Shares of executive search firm Heidrick & Struggles International Inc. fell sharply Monday as an analyst downgraded its shares, saying they’re overvalued.
Analyst Ty Govatos of C.L. King and Associates downgraded the Chicago company to “Neutral” from “Buy.”
He said in a note to clients that he initially rated the shares a “Buy” after Heidrick & Struggles’ first-quarter $18.9 million loss led to a decline in its share price from more than $23 to less than $17.
Heidrick & Struggles and staffing company Korn/Ferry International lagged the market, with Heidrick’s total enterprise value selling at a discount to Korn/Ferry, Govatos said.
The gap in share value between Heidrick & Struggles and Korn/Ferry has been eliminated, with Heidrick & Struggles closing at $26.31 Friday and Korn/Ferry ending the day at $14.95.
“We still believe the longer-term outlook for Heidrick & Struggles and the search companies is good, but over the shorter term the price of Heidrick & Struggles seems to have run ahead of itself,” Govatos said.
Shares of Heidrick & Struggles fell $1.87, or 7.1 percent, to $24.44 in afternoon trading.
Shares of Korn/Ferry rose 5 cents, or 0.3 percent, to $15.
BlackRock chief Larry Fink and a pair of banking execs with banged-up reputations were on a short list of candidates to succeed Morgan Stanley's John Mack, sources told The Post.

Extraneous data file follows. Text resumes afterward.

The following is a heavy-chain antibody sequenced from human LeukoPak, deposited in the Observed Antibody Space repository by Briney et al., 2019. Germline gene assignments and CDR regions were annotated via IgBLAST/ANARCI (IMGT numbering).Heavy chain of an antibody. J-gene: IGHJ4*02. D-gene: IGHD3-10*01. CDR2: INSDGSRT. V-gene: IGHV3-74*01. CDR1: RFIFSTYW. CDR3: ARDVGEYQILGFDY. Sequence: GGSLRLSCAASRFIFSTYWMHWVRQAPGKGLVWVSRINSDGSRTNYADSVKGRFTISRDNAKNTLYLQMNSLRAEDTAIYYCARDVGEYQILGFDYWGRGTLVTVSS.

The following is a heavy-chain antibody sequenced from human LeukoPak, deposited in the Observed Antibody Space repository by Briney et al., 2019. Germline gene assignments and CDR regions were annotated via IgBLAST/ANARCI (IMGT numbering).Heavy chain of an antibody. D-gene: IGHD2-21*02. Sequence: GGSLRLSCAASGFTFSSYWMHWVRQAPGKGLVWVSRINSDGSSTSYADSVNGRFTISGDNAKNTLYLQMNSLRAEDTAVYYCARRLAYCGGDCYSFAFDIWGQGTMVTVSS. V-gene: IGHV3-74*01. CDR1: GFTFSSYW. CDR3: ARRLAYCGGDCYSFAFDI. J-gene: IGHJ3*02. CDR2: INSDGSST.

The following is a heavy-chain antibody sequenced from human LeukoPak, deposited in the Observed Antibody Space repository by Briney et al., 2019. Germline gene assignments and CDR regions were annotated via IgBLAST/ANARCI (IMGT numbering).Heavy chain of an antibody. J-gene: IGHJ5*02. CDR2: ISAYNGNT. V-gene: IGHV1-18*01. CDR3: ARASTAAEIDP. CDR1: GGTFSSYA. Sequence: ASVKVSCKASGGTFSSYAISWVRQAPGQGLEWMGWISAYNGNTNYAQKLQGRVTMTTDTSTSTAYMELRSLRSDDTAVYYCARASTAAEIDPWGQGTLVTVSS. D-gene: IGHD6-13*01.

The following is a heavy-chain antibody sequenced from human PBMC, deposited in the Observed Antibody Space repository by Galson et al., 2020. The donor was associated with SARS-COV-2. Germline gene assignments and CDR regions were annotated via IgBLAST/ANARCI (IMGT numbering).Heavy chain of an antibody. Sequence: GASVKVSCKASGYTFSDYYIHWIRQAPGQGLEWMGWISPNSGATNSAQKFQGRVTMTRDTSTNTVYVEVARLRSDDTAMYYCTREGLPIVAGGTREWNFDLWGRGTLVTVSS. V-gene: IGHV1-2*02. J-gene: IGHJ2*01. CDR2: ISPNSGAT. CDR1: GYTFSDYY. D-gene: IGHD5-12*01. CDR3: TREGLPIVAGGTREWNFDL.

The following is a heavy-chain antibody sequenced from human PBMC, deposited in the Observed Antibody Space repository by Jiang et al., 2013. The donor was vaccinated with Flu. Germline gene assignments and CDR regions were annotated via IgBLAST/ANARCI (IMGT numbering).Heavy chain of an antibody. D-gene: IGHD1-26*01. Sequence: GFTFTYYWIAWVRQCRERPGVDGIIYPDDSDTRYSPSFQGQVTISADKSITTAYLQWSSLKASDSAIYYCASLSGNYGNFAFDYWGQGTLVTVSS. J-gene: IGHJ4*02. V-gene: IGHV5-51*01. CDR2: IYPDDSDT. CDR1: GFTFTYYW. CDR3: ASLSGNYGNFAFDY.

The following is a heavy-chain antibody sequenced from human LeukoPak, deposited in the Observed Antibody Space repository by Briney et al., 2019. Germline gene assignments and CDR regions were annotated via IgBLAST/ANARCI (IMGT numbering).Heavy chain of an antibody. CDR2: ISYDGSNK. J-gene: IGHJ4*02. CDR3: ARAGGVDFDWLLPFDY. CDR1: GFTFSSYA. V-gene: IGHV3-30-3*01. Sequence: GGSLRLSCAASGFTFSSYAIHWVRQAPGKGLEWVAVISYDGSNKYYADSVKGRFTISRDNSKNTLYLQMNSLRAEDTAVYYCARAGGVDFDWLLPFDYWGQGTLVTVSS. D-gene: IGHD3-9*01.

Fink, considered the new king of Wall Street after his recent joint venture with Barclays Capital's asset-management unit, was one of several Wall Street giants put on a list of possible successors compiled by executive-search firm Spencer Stuart as Morgan Stanley began putting in place a succession plan for Mack.
Also on that list were former Wachovia CEO Bob Steele and former Merrill Lynch boss John Thain, both of whom have seen their reputations damaged as each of their firms have fallen into the arms of other banks.
Anshu Jain, head of Deutsche Bank's global markets and heir apparent to CEO Josef Ackermann, also was a candidate.
Morgan Stanley's board never formally reached out to any of the candidates, favoring instead to choose co-President James Gorman, who runs Morgan Stanley's massive asset-management shop. Gorman assumes the CEO post Jan. 1. Mack will remain chairman.
A former Goldman managing director and NYSE chief who is frequently called "I, Robot" because of his stiff style, Thain was ousted by Bank of America CEO Ken Lewis after the completion of BofA's shotgun marriage to Merrill. Some discount the notion that Thain had a real shot at the Morgan Stanley CEO post, while others believe the hits that Lewis has sustained over his role in the Merrill merger have improved Thain's image.
Meanwhile, Steele watched Federal Deposit Insurance Corp. shut down Wachovia and hand the keys to the troubled bank over to Wells Fargo as a wave of depositor withdrawals overwhelmed the Charlotte, NC-based institution last year.
By MARK DeCAMBRE
NEW YORK POST